Webinar to address economic impact of shale gas drilling on March 18

John Dickison
March 12, 2010

Sometimes research can provide clarity to a question, and sometimes it can cloud the waters even further. That may be the case with some economic-impact studies of shale-gas drilling in Pennsylvania.

"We're trying to clear away the murk a little bit," said Tim Kelsey, professor of agricultural economics in Penn State's College of Agricultural Sciences, who cautioned that he doesn't think any of the studies were definitive yet.

"To simply put it in black and white means there's an answer, and that there is a dollar value, and then we may lose the ability to have informed discussions about the dollar values and tradeoffs, whether that's the viewshed, people's quality of life, standard of living or recreation."

Kelsey will be the featured speaker during a free Web-based seminar titled, "The Impact of Marcellus Shale: What Do the Economic Impact Studies Imply?" which will air at 1p.m. on Thursday, March 18. Sponsored by Penn State Cooperative Extension, the "webinar" will provide an overview of some of the research used by decision-makers to assess factors for economic development in their communities. Information about how to register for the webinar is available at http://naturalgas.extension.psu.edu/Events.htm online. Participants will have the opportunity to ask the speaker questions during the session.

"We'll look at the range of different studies: highpoints, consistencies and inconsistencies across them -- what they tell us, what do they not tell us and how do people interpret them -- what makes make sense and what does not makes sense," he said.

Kelsey said most economic studies to date have focused on employment and income impacts, and not implications for local service, community or environmental impacts.

"We do know that Marcellus (shale development) brings opportunities for strong employment gain, increases in the community for landowners and local businesses," Kelsey said. "We're already seeing dollars flowing in and economic opportunities for many Pennsylvania communities."

Kelsey said in general, the benefits are going across the economy, though some sectors might have some challenges. He said it is sometimes difficult to tell how the dollars fall within the community because of the way some sectors are measured. For example, gas-drilling workers use lodging and restaurants, so the tourism economy -- as it is traditionally measured -- is doing very well, Kelsey said.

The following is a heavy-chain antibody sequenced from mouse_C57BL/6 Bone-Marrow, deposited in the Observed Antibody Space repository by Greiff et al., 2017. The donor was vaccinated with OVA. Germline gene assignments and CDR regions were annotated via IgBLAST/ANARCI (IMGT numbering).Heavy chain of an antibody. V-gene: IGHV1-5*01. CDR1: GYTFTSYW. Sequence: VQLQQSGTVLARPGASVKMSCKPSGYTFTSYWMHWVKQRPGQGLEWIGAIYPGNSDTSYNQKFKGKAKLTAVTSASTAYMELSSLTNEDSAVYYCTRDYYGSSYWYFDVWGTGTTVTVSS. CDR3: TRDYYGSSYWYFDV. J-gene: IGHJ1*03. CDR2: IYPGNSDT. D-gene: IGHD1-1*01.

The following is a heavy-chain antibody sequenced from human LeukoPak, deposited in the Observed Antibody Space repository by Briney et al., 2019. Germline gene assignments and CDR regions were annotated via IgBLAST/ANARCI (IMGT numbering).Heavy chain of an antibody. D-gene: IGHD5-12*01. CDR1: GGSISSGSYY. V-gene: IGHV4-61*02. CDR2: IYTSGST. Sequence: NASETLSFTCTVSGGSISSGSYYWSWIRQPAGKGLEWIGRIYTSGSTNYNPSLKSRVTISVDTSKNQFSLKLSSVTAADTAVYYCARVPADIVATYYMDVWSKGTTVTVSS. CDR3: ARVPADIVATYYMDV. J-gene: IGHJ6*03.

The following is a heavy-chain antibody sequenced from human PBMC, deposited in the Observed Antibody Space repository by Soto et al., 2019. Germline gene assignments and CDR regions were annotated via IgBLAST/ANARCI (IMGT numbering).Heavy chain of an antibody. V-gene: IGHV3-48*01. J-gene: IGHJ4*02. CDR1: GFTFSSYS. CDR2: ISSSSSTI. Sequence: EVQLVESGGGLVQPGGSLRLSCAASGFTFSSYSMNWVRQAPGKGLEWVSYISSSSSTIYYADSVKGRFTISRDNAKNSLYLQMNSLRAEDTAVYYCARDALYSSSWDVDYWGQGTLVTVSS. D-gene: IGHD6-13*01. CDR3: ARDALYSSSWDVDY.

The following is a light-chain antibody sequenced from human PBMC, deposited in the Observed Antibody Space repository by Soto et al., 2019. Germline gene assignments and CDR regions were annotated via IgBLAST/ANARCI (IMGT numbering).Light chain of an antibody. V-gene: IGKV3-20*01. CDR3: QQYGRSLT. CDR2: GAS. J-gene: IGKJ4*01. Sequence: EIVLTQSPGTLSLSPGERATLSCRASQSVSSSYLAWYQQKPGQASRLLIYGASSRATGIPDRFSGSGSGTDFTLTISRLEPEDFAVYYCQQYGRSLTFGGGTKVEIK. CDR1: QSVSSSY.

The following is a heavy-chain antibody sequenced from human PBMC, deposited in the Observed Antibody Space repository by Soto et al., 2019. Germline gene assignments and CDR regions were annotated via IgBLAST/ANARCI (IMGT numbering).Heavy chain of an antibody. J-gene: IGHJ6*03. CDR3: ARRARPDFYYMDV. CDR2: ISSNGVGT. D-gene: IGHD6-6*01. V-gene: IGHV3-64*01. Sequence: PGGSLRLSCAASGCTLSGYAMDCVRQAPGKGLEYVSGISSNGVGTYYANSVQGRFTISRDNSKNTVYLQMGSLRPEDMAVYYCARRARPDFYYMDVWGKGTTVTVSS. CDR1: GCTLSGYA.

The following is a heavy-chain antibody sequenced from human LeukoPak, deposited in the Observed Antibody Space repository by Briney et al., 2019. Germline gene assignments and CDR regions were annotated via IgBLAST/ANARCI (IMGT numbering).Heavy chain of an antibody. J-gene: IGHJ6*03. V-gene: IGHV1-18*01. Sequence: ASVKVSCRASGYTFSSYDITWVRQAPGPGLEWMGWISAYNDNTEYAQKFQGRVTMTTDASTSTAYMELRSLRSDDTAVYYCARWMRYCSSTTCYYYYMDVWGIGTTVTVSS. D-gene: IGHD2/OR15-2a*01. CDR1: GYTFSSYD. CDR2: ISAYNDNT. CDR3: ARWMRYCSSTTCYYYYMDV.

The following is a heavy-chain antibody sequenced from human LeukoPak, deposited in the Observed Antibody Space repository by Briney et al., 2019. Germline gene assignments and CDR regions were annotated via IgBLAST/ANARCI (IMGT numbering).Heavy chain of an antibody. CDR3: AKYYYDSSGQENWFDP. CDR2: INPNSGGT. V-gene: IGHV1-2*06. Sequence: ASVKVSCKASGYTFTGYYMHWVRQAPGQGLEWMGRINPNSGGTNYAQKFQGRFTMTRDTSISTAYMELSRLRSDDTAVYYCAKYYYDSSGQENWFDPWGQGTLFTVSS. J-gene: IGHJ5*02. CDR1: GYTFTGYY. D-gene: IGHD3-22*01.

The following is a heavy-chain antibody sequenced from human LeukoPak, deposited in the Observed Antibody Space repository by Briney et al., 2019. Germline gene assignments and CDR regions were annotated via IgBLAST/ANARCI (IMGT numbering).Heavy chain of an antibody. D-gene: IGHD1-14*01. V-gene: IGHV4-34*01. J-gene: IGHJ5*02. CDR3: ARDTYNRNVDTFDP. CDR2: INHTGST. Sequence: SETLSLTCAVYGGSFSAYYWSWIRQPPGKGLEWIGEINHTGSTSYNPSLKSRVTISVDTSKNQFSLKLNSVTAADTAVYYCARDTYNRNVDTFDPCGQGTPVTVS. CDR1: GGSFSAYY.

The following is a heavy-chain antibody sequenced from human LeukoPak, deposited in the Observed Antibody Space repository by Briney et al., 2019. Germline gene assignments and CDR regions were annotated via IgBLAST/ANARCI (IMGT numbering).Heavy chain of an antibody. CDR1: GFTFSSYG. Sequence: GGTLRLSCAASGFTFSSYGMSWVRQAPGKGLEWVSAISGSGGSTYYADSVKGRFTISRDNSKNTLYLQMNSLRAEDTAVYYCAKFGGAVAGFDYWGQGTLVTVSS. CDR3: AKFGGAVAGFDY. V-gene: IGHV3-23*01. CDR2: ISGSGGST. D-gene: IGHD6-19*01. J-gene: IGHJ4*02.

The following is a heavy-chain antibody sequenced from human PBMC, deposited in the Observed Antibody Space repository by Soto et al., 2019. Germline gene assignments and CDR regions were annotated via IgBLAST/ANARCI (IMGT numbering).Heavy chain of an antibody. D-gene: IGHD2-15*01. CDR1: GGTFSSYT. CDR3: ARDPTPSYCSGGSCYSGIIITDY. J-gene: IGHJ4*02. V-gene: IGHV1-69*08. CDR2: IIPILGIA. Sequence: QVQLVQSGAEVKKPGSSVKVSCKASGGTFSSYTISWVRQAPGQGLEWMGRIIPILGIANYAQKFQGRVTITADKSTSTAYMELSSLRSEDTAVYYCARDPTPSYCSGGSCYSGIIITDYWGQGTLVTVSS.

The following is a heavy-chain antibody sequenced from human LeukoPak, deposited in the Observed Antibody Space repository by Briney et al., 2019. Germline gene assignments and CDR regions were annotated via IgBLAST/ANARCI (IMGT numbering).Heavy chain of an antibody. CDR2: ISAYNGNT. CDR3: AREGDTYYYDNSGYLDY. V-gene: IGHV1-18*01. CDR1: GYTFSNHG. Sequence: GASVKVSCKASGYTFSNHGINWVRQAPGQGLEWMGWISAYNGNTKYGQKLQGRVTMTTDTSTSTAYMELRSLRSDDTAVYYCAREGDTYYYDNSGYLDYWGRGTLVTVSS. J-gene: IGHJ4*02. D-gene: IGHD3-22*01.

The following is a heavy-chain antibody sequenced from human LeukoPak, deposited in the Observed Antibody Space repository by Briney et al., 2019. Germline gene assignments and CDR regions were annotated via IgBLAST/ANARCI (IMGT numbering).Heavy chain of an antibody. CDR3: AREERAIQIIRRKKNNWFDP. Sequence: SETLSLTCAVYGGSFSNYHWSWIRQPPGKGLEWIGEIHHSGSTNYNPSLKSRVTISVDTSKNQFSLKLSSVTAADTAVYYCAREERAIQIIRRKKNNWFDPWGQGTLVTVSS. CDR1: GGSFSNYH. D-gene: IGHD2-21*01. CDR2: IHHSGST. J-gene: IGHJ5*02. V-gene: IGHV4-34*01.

However, other parts of the tourism economy may be struggling a bit, such as souvenir shops, tourism recreation businesses like whitewater rafting or bicycle rentals, and destination locales. Kelsey said other measures might be difficult to separate. For example, if Marcellus workers are occupying many of the hotel rooms, hunters may face difficulty finding lodging. On the other hand, gas exploration has created many access roads into the backwoods, so that major portions of the forest land may now be available to hunters where they couldn't hunt before.

Kelsey said some of the impacts on local government stem from population changes, which are only just starting to occur in some parts of Pennsylvania.

"A lot of the activity has resulted in existing people in the community getting jobs, or itinerant workers staying in hotels, but no big transplant activity yet," he said. "For the best local economic impact, we'd want workers to live in the community where they work, to buy groceries, to volunteer and to pay taxes."

He added that this type of growth poses tradeoffs to the community, since strong economic impacts also increase the cost of services.

"If you have workers, and families, then you have more people, so there are more kids, and more drain on public services," he said.

Kelsey said he believes economic impact is one piece of the broader puzzle that needs to be put in context of other considerations, such as environmental issues, cultural issues, quality of life and historical elements. He warned that whatever economic studies the decision-makers see, they should consider them with other aspects that are important to the community.

"It is possible for a community to decide against a particular land use even if the economic impact is strong. Another community may face a land-use question which has a negative economic impact, but the community may approve it anyway, if that seems to be the right thing to do," he said.

The positive economic benefits from Marcellus also can create some economic challenges.

"What we're seeing in other states is that the gas industry can pay higher wages than other sectors, which creates wonderful opportunities for workers with the skills needed, but the flipside is that existing businesses in the community may have trouble finding and retaining employees who have those skills," Kelsey said.

Kelsey said the studies reflect what is known to date.

"We hope after the webinar, people will be able to ask more informed questions, see what the studies show and what the trends are so they can better understand some of the issues and trade-offs."

"Impact of Marcellus Shale: What Do the Economic Impact Studies Imply?" is part of an ongoing series of webinars addressing issues related to the state's Marcellus shale gas boom. For a list of upcoming webinars, visit the Web address listed above.

Previous webinars -- which have covered topics such as water use and quality, legal questions, gas-leasing considerations for landowners and implications for local communities -- can be viewed at http://naturalgas.extension.psu.edu/webinars.htm.

For more information, contact Joann Kowalski, extension educator in Susquehanna County, at 570-278-1158 or jmk20@psu.edu.

Last Updated January 10, 2015